Experimental procedure

Preparation of conducting polypyrrole based paint

Conducting polypyrrole was synthesized by the method adapted by V. Truong et al. [13]. Conducting polypyrrole based paints were prepared by the method described by P. Deshpande et al. [14], and elaborated as follows: 2 g of conducting polypyrrole as a pigment, 12 g of xylene, 8 g of titanium dioxide (TiO2) and 8 g of bis-(2-ethylhexyl) phthalate (dioctyl phthalate: DOP) were added to 70 g of the epoxy resin solution (Araldite GY 250 supplied by Huntsman Advanced Materials Pvt Ltd. Andheri (East), Mumbai- 400 093, India). Araldite GY 250 is a universal purpose unmodified medium viscous epoxy resin based on Bisphenol A. Its density is 1.17 g/ cm3, with the epoxy index and epoxy equivalent in the range of 5.30 - 5.54 eq/kg and 183-189 g/ eq., respectively. Araldite GY 250 imparts good chemical resistance to the coating, and exhibits excellent mechanical properties. The purpose of adding titanium dioxide and dioctyl phthalate to the epoxy resin was to improve viscosity and elastic properties of the paint. Xylene was used as a solvent for the paint formulation. The mixture was ball milled for 16 h (Ball mill supplied by Indo German Industries, Daman, India. Drive motor: Crompton Make - 2HP, 1440 rpm, 415 V, 50 Hz). The paint was filtered through fine cotton, and applied on the low carbon steel samples (AISI 1015 supplied by Rajasthan steels, Pune, India) by a film applicator, to keep paint thickness (60 μm) uniform on the entire surface. Finally, the painted low carbon steel samples were cured in air at ambient temperature for 24 hours.

Preparation of carbonated pore solution

The electrolyte used for immersion should be an exact representative of the concrete pore solution with Ca+, K+, and Na+ ions addition. In order to study the carbonation effect, a fixed amount of NaHCO3 (0.2 M) was added to each solution [8]. The chemical composition of the simulated concrete pore solution, therefore, is designed as shown in Table 1 [15].

 

 

One solution without chloride content, and three separate solutions containing an increasing chloride content (0.25 M NaCl, 0.5 M NaCl and 1 M NaCl), were prepared.

Corrosion studies

A corrosion cell having three electrode geometry of paint coated samples as working electrode (8 cm2), platinum as counter electrode and a saturated calomel (SCE: pH Products, Hyderabad, India) as reference electrode, was used. The cell was coupled with Gamry reference system 1000 (Wilmington, USA) for linear polarization resistance and electrochemical impedance measurements. All measurements were carried out five times to obtain good reproducibility of the results.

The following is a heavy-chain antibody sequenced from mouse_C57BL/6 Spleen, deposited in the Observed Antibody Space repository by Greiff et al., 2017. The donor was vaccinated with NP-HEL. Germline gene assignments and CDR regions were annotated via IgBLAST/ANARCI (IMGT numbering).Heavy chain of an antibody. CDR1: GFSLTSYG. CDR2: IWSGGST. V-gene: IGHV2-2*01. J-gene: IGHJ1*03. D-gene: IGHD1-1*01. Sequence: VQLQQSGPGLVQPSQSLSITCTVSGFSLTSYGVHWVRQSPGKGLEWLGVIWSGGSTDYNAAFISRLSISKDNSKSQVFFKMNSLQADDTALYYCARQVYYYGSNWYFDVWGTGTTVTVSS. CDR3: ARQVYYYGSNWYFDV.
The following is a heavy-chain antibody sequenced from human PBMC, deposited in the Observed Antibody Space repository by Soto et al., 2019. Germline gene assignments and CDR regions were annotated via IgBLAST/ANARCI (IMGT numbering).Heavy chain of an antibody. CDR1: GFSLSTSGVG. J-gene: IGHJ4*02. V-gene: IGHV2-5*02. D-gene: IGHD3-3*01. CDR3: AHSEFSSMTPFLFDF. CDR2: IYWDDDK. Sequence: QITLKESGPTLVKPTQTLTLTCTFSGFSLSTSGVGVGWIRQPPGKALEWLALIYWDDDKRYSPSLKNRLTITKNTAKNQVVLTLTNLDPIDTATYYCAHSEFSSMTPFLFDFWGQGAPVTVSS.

Results and discussion

Linear polarization resistance

The samples were polarized, in a 3.5 wt% NaCl solution, at about 10 mV from open circuit potential. Scan rate was 0.125 mV/s, as final potential. The corrosion rate was found out using Echem Analyst software (ASTM G 59 -97 reapproved 2003: standard test method for conducting potentiodynamic polarization resistance measurements). Results are recorded in Table 2.

 

 

The corrosion potential increased from -631 mV, for the uncoated low carbon steel, to -525 mV, for the conducting polypyrrole coated steel sample. The polarization resistance was found to increase from 144.8 ohms-cm2, in the case of bare steel, to 9855 ohms-cm2, in the case of polypyrrole coated steel. The corrosion rate was significantly reduced, due to a decrease in the current density from 179.9 μA/cm2 to 2.64 μA/cm2. The corrosion rate of the conducting polypyrrole coated low carbon steel was found to be 0.1 mpy, which is about 50 times lower than that of unpainted low carbon steel. A shift of 106 mV in the value of the corrosion potential in the positive direction indicates that the coating imparts corrosion protection to low carbon steel in a 3.5 wt% NaCl solution, by preventing cathodic reduction processes, i.e., by anodic protection. Electrochemical impedance Electrochemical impedance measurements were carried out for uncoated and polypyrrole coated low carbon steel samples immersed in a carbonated chloride free concrete pore solution, and in a carbonated concrete pore solution containing fixed amounts of chlorides. The results of these studies are herein reported in terms of Bode plots. Figs. 1 and 2 show, respectively, the Bode plot of the uncoated low carbon steel sample just after immersion in a carbonated pore solution, and after 72 hours of immersion in a pore solution, as a function of NaCl concentrations.

 

 

 

These plots are analyzed using the equivalent circuit shown in Fig. 3; the corresponding impedance (Zmod), coating resistance (RC) and coating capacitance (CC) values, except solution resistance (RU), obtained by modelling these figures, are recorded in Tables 3, 4 and 5.

 

 

 

 

 

The equivalent circuit shown in Fig. 3 is Randles circuit.

Randles circuit, a combination of resistor and capacitor, not only can be used to model non coated metals, but also coated metals. When this circuit is used to model electrochemical processes in the case of non-coated steel, the resistance of the metal to polarization and the capacitance associated with the formation of a double layer are expressed in terms of polarization resistance (Rp) and double layer capacitance(Cdl), respectively. In the case of coated steel, which was modeled using the same circuit, these terms are replaced by coating resistance (Rc) and coating capacitance (Cc ), respectively. Figs. 4 and 5 show Bode plots of the uncoated sample for, respectively, 168 hours and 240 hours of immersion in a pore solution, as a function of NaCl concentration.

 

 

 

In the uncoated steel sample case, the impedance (Zmod) increased from 2.45 KΩ- cm2 to 6.33 KΩ-cm2, from just after immersion, to the end of 72 hours of immersion, in a pore solution without NaCl.